Call it a cave, call it a pool, to me this spot is a freaking goldmine. If it wasn’t for a little sign on the side of the road, I would probably pass by without even considering the possibility that there would be a hidden gem behind a fence, some trees and bushes.
There is something mystical about this place that makes me feel like I’m in the middle of the jungle. Maybe it’s the fresh cold cave water. Maybe it’s the swing that brought out the Tarzan in me. Probably the coolest cave I’ve been to so far, but then again the amount of times I visited a cave can be counted on probably one hand.
After spending the majority of my time swinging away, practicing my ooh-ooh- Tarzan sounds (luckily I was by myself, apart from the guide who didn’t really seem to give a shit either), I finally came to the realisation that we still had to enter the cave itself. This random kid followed us into the cave and he seemed to know the place quite well as he climbed up the walls like a little monkey boy. So off we went, monkey boy, Tarzan, and guide, let’s call him Terk for the sake of this story. Terk was holding the flashlight to prevent me from bumping against the rocks, which he failed in doing so. I don’t blame him. The narrow path in the water makes it feel like you’re stuck in a maze looking for some kind of treasure, or daylight. Flashlight-holding Terk showed us some stalactites here and there, and a bat painted coconut to scare us. Luckily Tarzan and monkey boy are scared of nothing.
At the end of the cave walk we find a rope hanging to guide us to the exit. As brave and heroic as I was, I decided to hang onto it upside down, while singing the soundtracks of James Bond. And oh boy, if you’re reading this, don’t try this out. As we left the cave, monkey boy noticed a scratch on Tarzan’s back that later turned into a bleeding back. But luckily Tarzan doesn’t cry often. In front of monkeys. This nonetheless did not ruin my experience at the cave.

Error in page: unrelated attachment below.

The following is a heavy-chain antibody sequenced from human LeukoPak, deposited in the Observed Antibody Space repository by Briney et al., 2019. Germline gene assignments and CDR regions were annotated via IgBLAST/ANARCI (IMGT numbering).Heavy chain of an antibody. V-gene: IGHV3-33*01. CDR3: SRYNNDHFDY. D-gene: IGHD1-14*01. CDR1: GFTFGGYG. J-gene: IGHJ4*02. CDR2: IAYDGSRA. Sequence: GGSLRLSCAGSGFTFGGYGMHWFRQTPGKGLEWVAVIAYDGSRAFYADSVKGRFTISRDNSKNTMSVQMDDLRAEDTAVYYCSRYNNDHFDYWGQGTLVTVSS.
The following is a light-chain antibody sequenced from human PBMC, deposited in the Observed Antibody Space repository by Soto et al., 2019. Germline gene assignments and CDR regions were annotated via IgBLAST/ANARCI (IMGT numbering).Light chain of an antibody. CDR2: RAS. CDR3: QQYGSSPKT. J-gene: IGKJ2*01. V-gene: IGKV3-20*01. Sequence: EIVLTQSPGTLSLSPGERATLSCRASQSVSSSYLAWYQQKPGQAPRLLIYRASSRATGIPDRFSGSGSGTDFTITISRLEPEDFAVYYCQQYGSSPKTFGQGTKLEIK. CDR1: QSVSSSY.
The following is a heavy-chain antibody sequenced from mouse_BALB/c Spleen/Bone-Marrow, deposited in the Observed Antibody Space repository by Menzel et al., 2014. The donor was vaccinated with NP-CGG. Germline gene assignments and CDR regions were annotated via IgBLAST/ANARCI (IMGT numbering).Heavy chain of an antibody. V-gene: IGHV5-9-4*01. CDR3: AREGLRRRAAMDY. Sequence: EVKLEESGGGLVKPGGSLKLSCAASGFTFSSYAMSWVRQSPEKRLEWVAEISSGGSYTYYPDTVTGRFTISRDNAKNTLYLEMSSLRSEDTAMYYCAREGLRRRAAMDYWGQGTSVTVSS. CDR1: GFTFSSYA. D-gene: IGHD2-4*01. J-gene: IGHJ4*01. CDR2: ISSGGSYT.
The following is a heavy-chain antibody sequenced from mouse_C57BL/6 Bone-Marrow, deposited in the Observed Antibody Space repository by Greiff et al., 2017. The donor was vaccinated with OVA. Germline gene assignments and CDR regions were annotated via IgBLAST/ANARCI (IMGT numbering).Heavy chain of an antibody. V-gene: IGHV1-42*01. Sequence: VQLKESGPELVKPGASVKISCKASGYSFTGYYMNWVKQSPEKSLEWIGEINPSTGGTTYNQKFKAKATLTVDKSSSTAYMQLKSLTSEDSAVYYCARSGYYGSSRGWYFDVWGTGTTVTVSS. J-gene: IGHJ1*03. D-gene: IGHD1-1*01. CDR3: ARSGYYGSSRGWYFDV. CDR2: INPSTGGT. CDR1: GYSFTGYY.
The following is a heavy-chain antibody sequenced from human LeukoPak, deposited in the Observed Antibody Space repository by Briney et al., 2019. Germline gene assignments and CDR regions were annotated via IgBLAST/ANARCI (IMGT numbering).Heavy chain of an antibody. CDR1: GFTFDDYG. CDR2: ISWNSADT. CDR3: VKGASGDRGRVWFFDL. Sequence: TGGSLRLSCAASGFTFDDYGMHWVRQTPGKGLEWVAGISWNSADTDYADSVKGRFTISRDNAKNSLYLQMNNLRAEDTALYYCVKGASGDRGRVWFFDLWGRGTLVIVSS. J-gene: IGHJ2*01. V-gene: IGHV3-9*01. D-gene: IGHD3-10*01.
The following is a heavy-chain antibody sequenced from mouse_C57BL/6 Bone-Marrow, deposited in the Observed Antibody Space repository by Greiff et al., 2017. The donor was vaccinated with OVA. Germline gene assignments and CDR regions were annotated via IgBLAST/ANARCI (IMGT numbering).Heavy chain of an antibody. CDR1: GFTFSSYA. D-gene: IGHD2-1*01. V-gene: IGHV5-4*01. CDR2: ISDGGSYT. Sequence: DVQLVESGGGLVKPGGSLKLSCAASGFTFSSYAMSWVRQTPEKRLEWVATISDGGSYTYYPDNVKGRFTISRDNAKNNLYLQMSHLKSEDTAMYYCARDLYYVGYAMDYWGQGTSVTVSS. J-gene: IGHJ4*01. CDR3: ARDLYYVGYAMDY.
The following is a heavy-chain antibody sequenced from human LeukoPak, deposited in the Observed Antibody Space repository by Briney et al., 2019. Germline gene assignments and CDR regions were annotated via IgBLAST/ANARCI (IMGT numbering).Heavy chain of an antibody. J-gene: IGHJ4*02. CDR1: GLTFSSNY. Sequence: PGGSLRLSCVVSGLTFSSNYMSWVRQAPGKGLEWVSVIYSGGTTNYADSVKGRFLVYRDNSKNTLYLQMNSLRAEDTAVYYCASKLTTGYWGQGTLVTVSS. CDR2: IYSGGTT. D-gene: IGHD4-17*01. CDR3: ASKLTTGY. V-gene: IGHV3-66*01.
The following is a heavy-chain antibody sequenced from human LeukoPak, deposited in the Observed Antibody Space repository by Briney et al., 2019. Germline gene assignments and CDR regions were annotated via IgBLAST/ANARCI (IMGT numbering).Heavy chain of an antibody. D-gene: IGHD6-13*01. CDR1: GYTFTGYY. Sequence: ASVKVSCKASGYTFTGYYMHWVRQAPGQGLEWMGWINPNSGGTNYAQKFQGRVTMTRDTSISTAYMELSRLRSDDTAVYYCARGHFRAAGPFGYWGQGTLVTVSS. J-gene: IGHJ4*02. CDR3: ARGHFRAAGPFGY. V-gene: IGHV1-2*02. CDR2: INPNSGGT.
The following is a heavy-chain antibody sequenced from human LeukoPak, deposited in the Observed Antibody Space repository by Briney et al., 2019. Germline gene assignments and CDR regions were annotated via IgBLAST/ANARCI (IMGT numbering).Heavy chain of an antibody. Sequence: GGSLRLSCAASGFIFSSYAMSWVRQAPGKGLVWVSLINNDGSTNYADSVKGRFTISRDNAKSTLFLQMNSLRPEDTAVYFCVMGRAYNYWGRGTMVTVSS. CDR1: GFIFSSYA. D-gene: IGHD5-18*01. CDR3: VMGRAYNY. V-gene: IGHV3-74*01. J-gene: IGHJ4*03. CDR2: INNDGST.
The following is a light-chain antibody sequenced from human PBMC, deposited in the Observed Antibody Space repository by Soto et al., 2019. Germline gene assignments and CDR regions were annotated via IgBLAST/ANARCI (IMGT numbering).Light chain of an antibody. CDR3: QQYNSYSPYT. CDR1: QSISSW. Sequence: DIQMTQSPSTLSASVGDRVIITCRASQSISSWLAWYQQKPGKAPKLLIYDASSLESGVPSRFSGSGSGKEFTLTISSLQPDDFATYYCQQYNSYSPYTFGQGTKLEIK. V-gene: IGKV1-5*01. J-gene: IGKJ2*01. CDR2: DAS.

Here is a little background information on the natural formation of the cave. The cave water turns out to be natural ground water that is exposed after a limestone surface collapsed. For those of you who are interested, the technical name of the cave is a twin cenote. Only beginning last year the cave has been open to the public. If you want to find out more about Tayangban Cave Pool, check this blog.
Ideally you can visit the Tayangban cave after the Magpupungko rock pools on your way back to General Luna, if you’re staying in this area of course. Also the fresh water from the Tayangban cave makes the trip back a bit more comfortable after swimming in the salty ocean water of the rock pools.
Location: Pilar, Siargao click here to see it on the map
Fee: 70php for pool and cave tour and 20php for pool only. (Special rates apply for locals and residents)